To install click the Add extension button. That's it.

The source code for the WIKI 2 extension is being checked by specialists of the Mozilla Foundation, Google, and Apple. You could also do it yourself at any point in time.

Kelly Slayton
Congratulations on this excellent venture… what a great idea!
Alexander Grigorievskiy
I use WIKI 2 every day and almost forgot how the original Wikipedia looks like.
Live Statistics
English Articles
Improved in 24 Hours
Added in 24 Hours
Show all languages
What we do. Every page goes through several hundred of perfecting techniques; in live mode. Quite the same Wikipedia. Just better.

Back River (Powwow River tributary)

From Wikipedia, the free encyclopedia

Back River
CountryUnited States
StatesNew Hampshire, Massachusetts
CountiesRockingham, NH, Essex, MA
TownsKensington, NH, South Hampton, NH, Amesbury, MA
Physical characteristics
 • locationKensington, Rockingham County, New Hampshire
 • coordinates42°54′26″N 70°57′57″W / 42.90722°N 70.96583°W / 42.90722; -70.96583
 • elevation150 ft (46 m)
MouthPowwow River
 • location
Amesbury, Essex County, Massachusetts
 • coordinates
42°51′20″N 70°55′38″W / 42.85556°N 70.92722°W / 42.85556; -70.92722
 • elevation
0 ft (0 m)
Length6.5 mi (10.5 km)
Basin features
 • leftLucy Brook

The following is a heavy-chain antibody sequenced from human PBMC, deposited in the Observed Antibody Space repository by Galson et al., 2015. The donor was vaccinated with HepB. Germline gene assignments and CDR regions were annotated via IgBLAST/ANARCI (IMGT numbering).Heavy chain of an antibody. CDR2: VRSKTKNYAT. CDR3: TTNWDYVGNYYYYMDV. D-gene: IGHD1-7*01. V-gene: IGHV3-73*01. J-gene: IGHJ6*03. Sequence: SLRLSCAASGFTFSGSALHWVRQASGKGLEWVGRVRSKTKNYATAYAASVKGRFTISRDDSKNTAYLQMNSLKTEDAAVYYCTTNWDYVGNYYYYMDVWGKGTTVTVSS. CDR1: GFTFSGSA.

The Back River is a 6.5-mile-long (10.5 km) river located in New Hampshire and Massachusetts in the United States. It is a tributary to the Powwow River, part of the Merrimack River watershed. Approximately 3.0 miles (4.8 km) of the river are in New Hampshire,[1] with the remaining 3.5 miles (5.6 km) in Massachusetts.

Prior to European settlement in the early 17th century, Native Americans of the Pennacook tribe lived in the area, and used both the Back River and parent Powwow River for transportation and fishing. The native population was essentially destroyed by the 1617-19 epidemic in the area.[2]

In the 1950s, the Clarks Pond Dam was built in Amesbury, Massachusetts, creating the pond of that name. Since the pond's creation, it has been degraded by residential building in the area, and was considered "threatened" in a 2013 report, by residential run-off and silt deposits.[3]

The Back River rises in Kensington, New Hampshire, and flows southeast, almost immediately entering the town of South Hampton. The river turns south and enters Massachusetts in Amesbury, joining the Powwow River at tidewater just downstream from the city's center at the falls of the Powwow.

YouTube Encyclopedic

  • 1/2
    96 958
    2 991
  • The Burma railway part one of six
  • Crow Nation


See also


  1. ^ New Hampshire GRANIT state geographic information system
  2. ^ "MHC Reconnaissance Survey Town Report: Amesbury" (PDF). Massachusetts Historical Commission. 1985. Retrieved October 4, 2016.
  3. ^ "Waterbody Assessment" (PDF). Amesbury Lakes and Waterways Commission. May 16, 2013. Retrieved October 4, 2016.

This page was last edited on 12 July 2022, at 23:20
Basis of this page is in Wikipedia. Text is available under the CC BY-SA 3.0 Unported License. Non-text media are available under their specified licenses. Wikipedia® is a registered trademark of the Wikimedia Foundation, Inc. WIKI 2 is an independent company and has no affiliation with Wikimedia Foundation.